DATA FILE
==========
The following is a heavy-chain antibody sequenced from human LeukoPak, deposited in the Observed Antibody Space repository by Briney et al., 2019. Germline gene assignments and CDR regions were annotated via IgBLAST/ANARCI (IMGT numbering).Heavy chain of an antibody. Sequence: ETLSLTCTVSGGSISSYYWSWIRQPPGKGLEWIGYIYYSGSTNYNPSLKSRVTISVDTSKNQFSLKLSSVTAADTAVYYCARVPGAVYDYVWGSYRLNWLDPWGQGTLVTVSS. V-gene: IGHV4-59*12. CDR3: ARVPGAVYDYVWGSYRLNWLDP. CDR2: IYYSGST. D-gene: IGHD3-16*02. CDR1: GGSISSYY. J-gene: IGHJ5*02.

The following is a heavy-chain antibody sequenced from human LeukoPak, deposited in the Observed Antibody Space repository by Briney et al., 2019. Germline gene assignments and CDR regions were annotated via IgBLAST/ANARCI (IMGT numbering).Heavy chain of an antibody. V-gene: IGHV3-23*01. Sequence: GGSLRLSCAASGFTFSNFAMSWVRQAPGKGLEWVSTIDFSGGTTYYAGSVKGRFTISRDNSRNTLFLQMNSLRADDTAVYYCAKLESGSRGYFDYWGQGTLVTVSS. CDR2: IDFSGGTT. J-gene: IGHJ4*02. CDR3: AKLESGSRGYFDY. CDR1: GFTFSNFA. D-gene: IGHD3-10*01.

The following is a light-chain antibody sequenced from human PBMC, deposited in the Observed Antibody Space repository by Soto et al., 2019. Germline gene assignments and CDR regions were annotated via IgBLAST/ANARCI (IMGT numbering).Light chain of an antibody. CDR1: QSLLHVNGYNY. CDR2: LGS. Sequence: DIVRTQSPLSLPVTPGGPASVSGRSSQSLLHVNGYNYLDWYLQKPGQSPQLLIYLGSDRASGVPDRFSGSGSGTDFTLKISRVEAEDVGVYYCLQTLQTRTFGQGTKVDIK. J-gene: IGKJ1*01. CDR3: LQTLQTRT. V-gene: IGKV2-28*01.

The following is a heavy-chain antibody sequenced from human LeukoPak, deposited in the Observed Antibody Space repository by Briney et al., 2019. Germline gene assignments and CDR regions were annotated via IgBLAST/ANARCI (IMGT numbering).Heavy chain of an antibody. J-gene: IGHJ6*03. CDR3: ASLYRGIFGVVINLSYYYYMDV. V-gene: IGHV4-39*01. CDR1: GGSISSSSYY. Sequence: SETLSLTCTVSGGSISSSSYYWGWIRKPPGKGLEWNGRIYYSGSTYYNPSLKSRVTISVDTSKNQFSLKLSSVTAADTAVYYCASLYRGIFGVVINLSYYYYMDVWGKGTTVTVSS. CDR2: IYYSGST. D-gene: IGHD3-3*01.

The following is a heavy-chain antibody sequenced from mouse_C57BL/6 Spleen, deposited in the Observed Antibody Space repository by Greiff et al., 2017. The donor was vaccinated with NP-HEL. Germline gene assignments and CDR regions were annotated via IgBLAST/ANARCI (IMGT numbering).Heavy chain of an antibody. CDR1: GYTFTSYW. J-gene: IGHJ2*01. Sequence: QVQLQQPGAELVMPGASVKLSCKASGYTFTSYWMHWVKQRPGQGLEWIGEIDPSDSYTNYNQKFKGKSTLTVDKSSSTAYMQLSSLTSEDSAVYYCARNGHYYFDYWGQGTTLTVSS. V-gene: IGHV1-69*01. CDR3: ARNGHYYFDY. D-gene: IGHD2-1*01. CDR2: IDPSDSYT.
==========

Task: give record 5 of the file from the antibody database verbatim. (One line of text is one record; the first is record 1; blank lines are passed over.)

The following is a heavy-chain antibody sequenced from mouse_C57BL/6 Spleen, deposited in the Observed Antibody Space repository by Greiff et al., 2017. The donor was vaccinated with NP-HEL. Germline gene assignments and CDR regions were annotated via IgBLAST/ANARCI (IMGT numbering).Heavy chain of an antibody. CDR1: GYTFTSYW. J-gene: IGHJ2*01. Sequence: QVQLQQPGAELVMPGASVKLSCKASGYTFTSYWMHWVKQRPGQGLEWIGEIDPSDSYTNYNQKFKGKSTLTVDKSSSTAYMQLSSLTSEDSAVYYCARNGHYYFDYWGQGTTLTVSS. V-gene: IGHV1-69*01. CDR3: ARNGHYYFDY. D-gene: IGHD2-1*01. CDR2: IDPSDSYT.